dtrace: description 'sched:::off-cpu ' matched 6 probes
dtrace: pid 101415 has exited
CPU     ID                    FUNCTION:NAME
  0  48720                    resume:on-cpu waited: 20038 ms

              libc.so.1`door_call+0x1a
              libc.so.1`_nsc_trydoorcall+0x213
              libnsl.so.1`_door_getipnodebyname_r+0x8f
              libnsl.so.1`_get_hostserv_inetnetdir_byname+0xb62
              libnsl.so.1`getipnodebyname+0xdf
              libsocket.so.1`get_addr+0x126
              libsocket.so.1`_getaddrinfo+0x414
              libsocket.so.1`getaddrinfo+0x19
              libORBit-2.so.0.1.0`get_netid+0x91
              libORBit-2.so.0.1.0`link_get_local_hostname+0x35
              libORBit-2.so.0.1.0`link_server_setup+0x56
              libORBit-2.so.0.1.0`giop_server_new+0x5e
              libORBit-2.so.0.1.0`ORBit_ORB_start_servers+0x1d8
              libORBit-2.so.0.1.0`IOP_generate_profiles+0x67
              libORBit-2.so.0.1.0`ORBit_marshal_object+0x8e
              libORBit-2.so.0.1.0`ORBit_marshal_value+0x391
              libORBit-2.so.0.1.0`orbit_small_marshal+0xf7
              libORBit-2.so.0.1.0`ORBit_small_invoke_stub+0x11c
              libORBit-2.so.0.1.0`ORBit_small_invoke_stub_n+0x43
              libORBit-2.so.0.1.0`ORBit_c_stub_invoke+0x132
              libgconf-2.so.4.1.0`ConfigServer_add_client+0x4f
              libgconf-2.so.4.1.0`gconf_get_config_server+0xb9
              libgconf-2.so.4.1.0`gconf_engine_connect+0x24f
              libgconf-2.so.4.1.0`gconf_engine_get_default+0x4c
              libgconf-2.so.4.1.0`gconf_client_get_default+0x2a
              libgnomeui-2.so.0.1401.0`libgnomeui_post_args_parse+0x187
              libgnome-2.so.0.1401.0`gnome_program_postinit+0x61
              libgnome-2.so.0.1401.0`gnome_program_init_common+0x37b
              libgnome-2.so.0.1401.0`gnome_program_initv+0x4d
              libgnome-2.so.0.1401.0`gnome_program_init+0x56
              gnome-terminal`main+0x2d5
              gnome-terminal`_start+0x7a
Good. This stack trace is likely to have led to the process leaving the CPU for the measured 20038 ms (the system was otherwise idle, so it is unlikely to have been kicked off due to scheduling). Reading through the lines, it looks like it is resolving a hostname - a common source of latencies when DNS is misconfigured.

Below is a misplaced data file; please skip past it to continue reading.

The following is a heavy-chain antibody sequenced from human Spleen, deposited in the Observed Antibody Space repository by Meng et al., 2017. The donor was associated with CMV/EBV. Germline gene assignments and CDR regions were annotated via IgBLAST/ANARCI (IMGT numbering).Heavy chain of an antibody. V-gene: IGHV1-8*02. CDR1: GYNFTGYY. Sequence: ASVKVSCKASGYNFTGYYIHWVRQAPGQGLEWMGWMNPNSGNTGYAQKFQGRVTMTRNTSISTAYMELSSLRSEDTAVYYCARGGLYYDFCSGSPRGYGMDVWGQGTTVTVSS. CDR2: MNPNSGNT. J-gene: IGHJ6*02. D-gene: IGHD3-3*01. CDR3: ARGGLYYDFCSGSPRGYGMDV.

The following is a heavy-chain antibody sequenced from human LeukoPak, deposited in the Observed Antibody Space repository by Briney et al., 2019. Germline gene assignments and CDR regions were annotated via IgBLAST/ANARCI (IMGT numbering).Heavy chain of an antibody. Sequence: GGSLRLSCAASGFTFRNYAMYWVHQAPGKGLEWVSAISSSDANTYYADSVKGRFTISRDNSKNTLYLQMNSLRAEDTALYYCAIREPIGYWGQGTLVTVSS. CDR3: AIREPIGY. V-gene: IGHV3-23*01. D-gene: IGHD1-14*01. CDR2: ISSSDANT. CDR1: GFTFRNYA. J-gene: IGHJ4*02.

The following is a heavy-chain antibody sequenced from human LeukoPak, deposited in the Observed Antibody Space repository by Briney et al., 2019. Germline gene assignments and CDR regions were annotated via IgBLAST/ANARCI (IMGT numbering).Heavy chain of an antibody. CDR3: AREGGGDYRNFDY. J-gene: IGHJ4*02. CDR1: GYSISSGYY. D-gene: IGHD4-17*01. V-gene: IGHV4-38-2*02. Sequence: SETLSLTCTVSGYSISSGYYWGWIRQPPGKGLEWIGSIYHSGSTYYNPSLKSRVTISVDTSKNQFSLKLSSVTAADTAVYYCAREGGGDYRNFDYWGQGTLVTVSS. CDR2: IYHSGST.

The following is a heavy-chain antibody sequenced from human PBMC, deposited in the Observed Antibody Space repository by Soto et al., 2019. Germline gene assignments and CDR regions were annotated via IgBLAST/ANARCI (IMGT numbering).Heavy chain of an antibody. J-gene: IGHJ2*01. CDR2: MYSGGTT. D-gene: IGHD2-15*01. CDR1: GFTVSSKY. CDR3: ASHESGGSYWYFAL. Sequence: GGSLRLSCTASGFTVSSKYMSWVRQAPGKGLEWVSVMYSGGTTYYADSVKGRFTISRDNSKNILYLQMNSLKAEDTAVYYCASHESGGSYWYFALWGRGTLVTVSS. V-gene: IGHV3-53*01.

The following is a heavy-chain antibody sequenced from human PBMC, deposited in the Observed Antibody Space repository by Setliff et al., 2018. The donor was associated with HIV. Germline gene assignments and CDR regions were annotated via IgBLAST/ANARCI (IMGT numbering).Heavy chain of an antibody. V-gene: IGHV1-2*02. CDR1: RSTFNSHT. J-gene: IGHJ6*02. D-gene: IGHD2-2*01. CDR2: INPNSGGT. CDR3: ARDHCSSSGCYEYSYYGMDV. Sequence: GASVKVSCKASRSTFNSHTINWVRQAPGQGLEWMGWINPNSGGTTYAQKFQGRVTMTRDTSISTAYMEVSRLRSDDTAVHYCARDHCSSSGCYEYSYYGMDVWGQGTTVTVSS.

There are a number of lines we could begin studying to confirm what is happening (and arrive at the same answer); I'll start with libnsl.so.1`getipnodebyname+0xdf, which should have a man page entry,

# man getipnodebyname
[...]
     struct hostent \*getipnodebyname(const char  \*name,  int  af,
     int flags, int \*error_num);
[...]
Now to check what hostname is being resolved,
# dtrace -n 'pid$target:libnsl:getipnodebyname:entry { trace(copyinstr(arg0)); }'
  -c gnome-terminal
dtrace: description 'pid$target:libnsl:getipnodebyname:entry ' matched 1 probe
CPU     ID                    FUNCTION:NAME
  0  50488            getipnodebyname:entry   marlin
\^C
dtrace: pid 101758 terminated by SIGINT
Oh - "marlin" is the hostname of this laptop, which should resolve just fine. Checking related configuration files,
# grep hosts /etc/nsswitch.conf
hosts:      files dns
#
# cat -n /etc/hosts
     1  #
     2  # Copyright 2006 Sun Microsystems, Inc.  All rights reserved.
     3  # Use is subject to license terms.
     4  #
     5  #ident  "@(#)hosts      1.1     06/08/04 SMI"
     6  #
     7  127.0.0.1       localhost
     8  192.168.1.166   marlin marlin.sf.fw.jpn.com
Hmm - the name service switch file should cause /etc/hosts (/etc/inet/hosts) to be read first, which contains a valid entry for "marlin".

Lets take a closer look at the getipnodebyname() call, and trace the address family and flags arguments,

# dtrace -n 'pid$target:libnsl:getipnodebyname:entry { printf("%s af=%d flags=%d",
  copyinstr(arg0), arg1, arg2); }' -c gnome-terminal
dtrace: description 'pid$target:libnsl:getipnodebyname:entry ' matched 1 probe
CPU     ID                    FUNCTION:NAME
  0  50488            getipnodebyname:entry marlin af=26 flags=19